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Praise for Junior Ray

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This writer knows the country whereof he speaks, its dialect, its mores and folkways. But this is not sociology. It is primitive fiction of the sort one rarely sees. More's the pity. Underneath this violent language and narrative, there is a sweet truth. It deserves to be read.
Junior Ray runs on a bellylaugh per page. When Junior Ray, a deputy sheriff who makes Flem Snopes sound cultured, sets out to track down a “Maniac” loose in the Mississippi Delta he proves to be more demented than his prey. Like his protagonist, John Pritchard’s novella is outrageous and ribald, a revolt against the literary school of manners and a ride that takes southern gothic to new extremes.
Junior Ray is an unforgettable narrator: hilarious, rowdy, and stubbornly his own. In life you’d cross to the other side of the street to avoid him; in John Pritchard’s delightful fictional debut, you’ll turn the pages to see what that rascal does next.
Junior Ray has taken profanity and made a new language of it, which he uses to tell the often hilarious, often scary, story of life as a poor white in the Mississippi Delta, down its lonely roads and through its dark forests. This book is massively profane and massively politically incorrect. Not for the squeamish or pure at heart.
Although Junior Ray is hateful, he is sometimes very funny and, on occasion, insightful into the class and race workings of Delta society ... Junior Ray will remind one of Faulkner’s Jason Compson. He is venomous, resentful, but sometimes comic in his bitterness, and hates his job as a security guard at a Mississippi casino. As awful as he is, he knows the Delta and the people in it, has watched it every day of his life.
Junior Ray is [John Pritchard’s] first novel, and Brainsong's right: It is not for the squeamish. It is at the opposite end of politically correct. It is an earful. That Junior Ray Loveblood works his way into our sympathy makes it also something of a miracle.
The Mississippi Delta is a nation unto itself, and in this promising debut novel John Pritchard proves that he knows the language and customs of its natives as well as any writer to come along in quite some time ... pitch perfect.
Allow us the awkward pleasure of introducing Junior Ray Loveblood, the most profane, most despicable, and funniest protagonist you are likely to encounter this year. For all Junior Ray’s ugly talk, the writing here is beautifully crafted. Providing counterpoint to Junior Ray’s perfectly calibrated invective, Pritchard sprinkles the narrative with Leland Shaw’s heartbreaking journal entries about being hunted by Nazis—a haunting touch that, given Junior Ray’s moral grounding, isn’t that deluded ... while not for the squeamish, [Junior Ray] deserves shelf space beside the best southern literature—even if it makes its neighbors blush.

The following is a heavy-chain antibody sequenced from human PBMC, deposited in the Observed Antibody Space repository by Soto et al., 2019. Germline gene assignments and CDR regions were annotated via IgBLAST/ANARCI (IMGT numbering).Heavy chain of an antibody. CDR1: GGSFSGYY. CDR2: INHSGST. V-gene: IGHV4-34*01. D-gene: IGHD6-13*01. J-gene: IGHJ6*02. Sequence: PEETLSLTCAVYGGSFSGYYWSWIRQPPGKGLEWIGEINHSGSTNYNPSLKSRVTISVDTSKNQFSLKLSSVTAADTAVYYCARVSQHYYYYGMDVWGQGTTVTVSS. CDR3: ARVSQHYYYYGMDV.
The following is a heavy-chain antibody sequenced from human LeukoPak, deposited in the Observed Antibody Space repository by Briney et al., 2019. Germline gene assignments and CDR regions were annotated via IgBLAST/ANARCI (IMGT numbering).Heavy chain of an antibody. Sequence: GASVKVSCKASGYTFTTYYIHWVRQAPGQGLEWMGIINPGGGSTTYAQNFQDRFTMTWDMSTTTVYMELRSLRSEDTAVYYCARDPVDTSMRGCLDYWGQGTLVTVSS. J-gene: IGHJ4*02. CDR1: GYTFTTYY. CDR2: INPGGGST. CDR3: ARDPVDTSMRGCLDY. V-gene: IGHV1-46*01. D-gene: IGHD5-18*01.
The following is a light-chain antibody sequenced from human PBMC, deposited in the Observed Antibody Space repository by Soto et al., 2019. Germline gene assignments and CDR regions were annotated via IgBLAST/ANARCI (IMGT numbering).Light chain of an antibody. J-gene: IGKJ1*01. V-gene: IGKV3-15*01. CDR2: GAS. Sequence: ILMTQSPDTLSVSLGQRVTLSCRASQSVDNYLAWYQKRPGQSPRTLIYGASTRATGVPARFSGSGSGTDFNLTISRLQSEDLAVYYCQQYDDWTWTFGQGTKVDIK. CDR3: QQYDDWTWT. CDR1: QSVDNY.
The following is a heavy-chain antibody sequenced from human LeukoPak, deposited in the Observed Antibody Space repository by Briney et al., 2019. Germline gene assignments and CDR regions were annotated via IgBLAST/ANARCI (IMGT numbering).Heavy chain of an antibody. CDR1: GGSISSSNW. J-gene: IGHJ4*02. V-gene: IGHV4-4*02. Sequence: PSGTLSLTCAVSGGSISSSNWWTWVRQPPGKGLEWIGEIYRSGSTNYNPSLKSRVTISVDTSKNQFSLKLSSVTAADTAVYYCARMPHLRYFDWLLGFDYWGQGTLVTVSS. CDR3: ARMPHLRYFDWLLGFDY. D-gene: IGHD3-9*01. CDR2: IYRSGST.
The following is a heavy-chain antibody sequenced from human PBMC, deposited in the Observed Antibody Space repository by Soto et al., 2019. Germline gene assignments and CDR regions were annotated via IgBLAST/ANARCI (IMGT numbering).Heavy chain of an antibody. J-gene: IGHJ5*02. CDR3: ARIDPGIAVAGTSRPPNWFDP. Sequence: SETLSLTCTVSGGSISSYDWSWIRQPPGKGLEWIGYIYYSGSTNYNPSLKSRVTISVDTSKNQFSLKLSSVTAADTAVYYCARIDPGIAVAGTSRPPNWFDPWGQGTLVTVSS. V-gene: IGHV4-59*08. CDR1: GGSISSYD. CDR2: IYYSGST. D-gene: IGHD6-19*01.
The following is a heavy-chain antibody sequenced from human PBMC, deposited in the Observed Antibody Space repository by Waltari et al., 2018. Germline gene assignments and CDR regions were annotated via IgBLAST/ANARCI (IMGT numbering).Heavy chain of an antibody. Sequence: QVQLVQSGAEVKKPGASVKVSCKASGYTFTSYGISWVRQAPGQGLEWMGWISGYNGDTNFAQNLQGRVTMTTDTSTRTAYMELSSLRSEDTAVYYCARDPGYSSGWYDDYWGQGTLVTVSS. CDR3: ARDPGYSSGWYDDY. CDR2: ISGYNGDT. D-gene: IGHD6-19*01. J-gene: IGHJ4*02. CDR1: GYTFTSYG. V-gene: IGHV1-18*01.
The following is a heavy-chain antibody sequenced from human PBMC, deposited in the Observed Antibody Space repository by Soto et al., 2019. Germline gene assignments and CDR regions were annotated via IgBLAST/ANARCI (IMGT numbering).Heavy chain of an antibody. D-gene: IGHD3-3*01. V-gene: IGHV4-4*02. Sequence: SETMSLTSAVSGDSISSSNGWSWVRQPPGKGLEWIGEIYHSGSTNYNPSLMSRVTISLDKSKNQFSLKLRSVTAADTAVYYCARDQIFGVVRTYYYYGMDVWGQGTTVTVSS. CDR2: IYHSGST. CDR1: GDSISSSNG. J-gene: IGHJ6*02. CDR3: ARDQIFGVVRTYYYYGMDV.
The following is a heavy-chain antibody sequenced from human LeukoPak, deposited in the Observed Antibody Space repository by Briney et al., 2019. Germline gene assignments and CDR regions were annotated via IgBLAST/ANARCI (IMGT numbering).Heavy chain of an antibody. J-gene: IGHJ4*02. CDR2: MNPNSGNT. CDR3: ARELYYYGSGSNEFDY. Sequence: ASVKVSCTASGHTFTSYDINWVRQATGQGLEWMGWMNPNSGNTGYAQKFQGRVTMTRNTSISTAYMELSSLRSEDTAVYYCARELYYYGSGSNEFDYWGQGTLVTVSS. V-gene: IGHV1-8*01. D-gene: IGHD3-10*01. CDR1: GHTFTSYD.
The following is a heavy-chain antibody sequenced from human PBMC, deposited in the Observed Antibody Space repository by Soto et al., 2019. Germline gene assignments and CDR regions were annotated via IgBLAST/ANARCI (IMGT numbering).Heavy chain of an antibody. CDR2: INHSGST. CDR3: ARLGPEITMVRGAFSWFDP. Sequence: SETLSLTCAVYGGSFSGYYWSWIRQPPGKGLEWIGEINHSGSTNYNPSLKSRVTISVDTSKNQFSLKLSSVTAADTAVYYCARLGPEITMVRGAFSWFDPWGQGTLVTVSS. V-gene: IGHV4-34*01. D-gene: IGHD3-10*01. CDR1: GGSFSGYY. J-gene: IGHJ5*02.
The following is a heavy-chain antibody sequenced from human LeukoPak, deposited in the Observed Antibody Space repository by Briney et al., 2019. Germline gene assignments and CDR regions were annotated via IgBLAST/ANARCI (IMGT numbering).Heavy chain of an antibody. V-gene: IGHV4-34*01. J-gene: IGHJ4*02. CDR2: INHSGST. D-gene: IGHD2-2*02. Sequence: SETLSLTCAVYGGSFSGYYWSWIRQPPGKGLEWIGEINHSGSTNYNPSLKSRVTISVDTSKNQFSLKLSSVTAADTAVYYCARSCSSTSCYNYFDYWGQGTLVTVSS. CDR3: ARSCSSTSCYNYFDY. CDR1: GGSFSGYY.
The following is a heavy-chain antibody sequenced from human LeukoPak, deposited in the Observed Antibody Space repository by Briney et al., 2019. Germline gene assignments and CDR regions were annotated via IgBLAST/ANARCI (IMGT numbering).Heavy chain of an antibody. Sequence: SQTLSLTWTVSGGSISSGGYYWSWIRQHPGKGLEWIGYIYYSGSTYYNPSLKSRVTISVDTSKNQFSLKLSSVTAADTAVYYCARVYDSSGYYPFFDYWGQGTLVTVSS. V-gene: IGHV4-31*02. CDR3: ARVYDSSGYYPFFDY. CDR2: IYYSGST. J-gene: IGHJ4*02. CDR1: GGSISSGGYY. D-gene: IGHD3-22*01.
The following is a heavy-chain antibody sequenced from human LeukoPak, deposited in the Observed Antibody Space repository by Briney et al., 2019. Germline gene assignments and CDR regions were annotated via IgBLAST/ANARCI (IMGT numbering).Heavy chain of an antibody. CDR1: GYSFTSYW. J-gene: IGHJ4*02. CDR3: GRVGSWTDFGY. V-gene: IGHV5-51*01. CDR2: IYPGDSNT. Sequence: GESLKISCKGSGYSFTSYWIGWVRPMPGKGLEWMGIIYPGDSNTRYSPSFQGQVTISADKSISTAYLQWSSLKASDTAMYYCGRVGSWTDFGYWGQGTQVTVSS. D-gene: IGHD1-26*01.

Mark Twain meets the Coen Brothers in this foul-mouthed farce, narrated by an ornery cuss named Junior Ray Youngblood, a racist deputy sheriff in the Mississippi Delta during the 1950s and ’60s. Relating his exploits to an interviewer—in particular, how he hunted down an addled World War II veteran and poet—Junior Ray holds nothing back. Pritchard spits in the eye of high-faluting literary traditions in his creation of one of the coarsest and most racist—hell, even anti-humanist—narrators you'll find in literature. (Curtis Wilkie remarked how he ‘made Flem Snopes sound cultured.’) This short burst of a novel reads like a delicious white trash tirade, bound to offend but a whole lot of demented fun.
Mississippi state tourist officials won’t be handing this book out anytime soon, though they might be surprised by its effectiveness if they did. As Junior Ray’s pompous interviewer points out, ‘this book is not for the squeamish,’ but its irreverent humor will win over most.
John Pritchard uses his narrator's distinctive voice to comment on how things have changed since the days when ‘Mississippi used to be able to do whatever it wanted to do, until the United States found out about it ... ’ A short, funny novel [with a] colorful narrator for a messy Mississippi tale.
A whizbang of a book—funny, eccentric in that great Southern tradition, pitch-perfect, and beautifully paced. It seems more conducted than written, as if it is some piece of warped musical Americana, the bastard child of Flannery O'Connor and Tom Waits. Junior's voice, while repugnant, is also beguiling, sorrowful—though he doesn't know it—and rich in cracker surealism. And interspersed between Junior's wails is a gentle lyricism, which plays off him beautifully. Many times I smiled, many times I chuckled, and many more times I laughed right out loud. Every page fairly crackles with perverse wit. And then there are plain lovely lines like ‘His mouth is just sort of a safety valve to let air out of his head.’ Wonderful. Finally, what is really palpable in Junior Ray is a sense of place. The book drips with Delta air and brings alive its peculiar, specific population.
Junior Ray ... is a new Southern character worthy of our supreme disdain, and Pritchard’s characterization of him—and the hilarious manner in which the townsfolk thwart his endeavors—manages to perfectly capture the spirit of a time we love to hate.
Junior Ray is a novel about understanding the unloveable.
John Pritchard has brought to life one of the most tangible, offensive, realistic and rascally characters to ever step out of a 1950s Delta patrol car.
[Junior Ray is] a Southern redneck tour-de-force -- a dark and telling comedy, not for the squeamish.